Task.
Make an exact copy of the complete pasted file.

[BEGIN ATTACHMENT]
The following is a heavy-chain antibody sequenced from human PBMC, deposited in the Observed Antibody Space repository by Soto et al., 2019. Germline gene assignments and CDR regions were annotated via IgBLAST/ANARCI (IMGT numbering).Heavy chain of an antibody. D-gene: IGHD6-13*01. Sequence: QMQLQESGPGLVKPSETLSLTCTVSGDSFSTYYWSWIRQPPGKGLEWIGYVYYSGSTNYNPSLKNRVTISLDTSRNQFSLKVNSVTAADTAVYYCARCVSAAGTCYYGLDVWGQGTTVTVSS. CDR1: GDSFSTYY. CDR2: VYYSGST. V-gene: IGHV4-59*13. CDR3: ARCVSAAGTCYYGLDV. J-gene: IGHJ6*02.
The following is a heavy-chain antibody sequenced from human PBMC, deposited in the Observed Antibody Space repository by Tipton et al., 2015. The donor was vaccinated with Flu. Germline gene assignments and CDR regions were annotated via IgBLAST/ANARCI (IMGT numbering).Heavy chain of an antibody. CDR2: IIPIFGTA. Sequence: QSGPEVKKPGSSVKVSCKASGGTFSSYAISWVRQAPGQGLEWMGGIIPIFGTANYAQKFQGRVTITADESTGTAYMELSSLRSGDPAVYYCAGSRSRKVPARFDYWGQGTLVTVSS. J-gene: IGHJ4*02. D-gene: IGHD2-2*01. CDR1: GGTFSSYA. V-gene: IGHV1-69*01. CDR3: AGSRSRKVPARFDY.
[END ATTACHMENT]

The following is a heavy-chain antibody sequenced from human PBMC, deposited in the Observed Antibody Space repository by Soto et al., 2019. Germline gene assignments and CDR regions were annotated via IgBLAST/ANARCI (IMGT numbering).Heavy chain of an antibody. D-gene: IGHD6-13*01. Sequence: QMQLQESGPGLVKPSETLSLTCTVSGDSFSTYYWSWIRQPPGKGLEWIGYVYYSGSTNYNPSLKNRVTISLDTSRNQFSLKVNSVTAADTAVYYCARCVSAAGTCYYGLDVWGQGTTVTVSS. CDR1: GDSFSTYY. CDR2: VYYSGST. V-gene: IGHV4-59*13. CDR3: ARCVSAAGTCYYGLDV. J-gene: IGHJ6*02.
The following is a heavy-chain antibody sequenced from human PBMC, deposited in the Observed Antibody Space repository by Tipton et al., 2015. The donor was vaccinated with Flu. Germline gene assignments and CDR regions were annotated via IgBLAST/ANARCI (IMGT numbering).Heavy chain of an antibody. CDR2: IIPIFGTA. Sequence: QSGPEVKKPGSSVKVSCKASGGTFSSYAISWVRQAPGQGLEWMGGIIPIFGTANYAQKFQGRVTITADESTGTAYMELSSLRSGDPAVYYCAGSRSRKVPARFDYWGQGTLVTVSS. J-gene: IGHJ4*02. D-gene: IGHD2-2*01. CDR1: GGTFSSYA. V-gene: IGHV1-69*01. CDR3: AGSRSRKVPARFDY.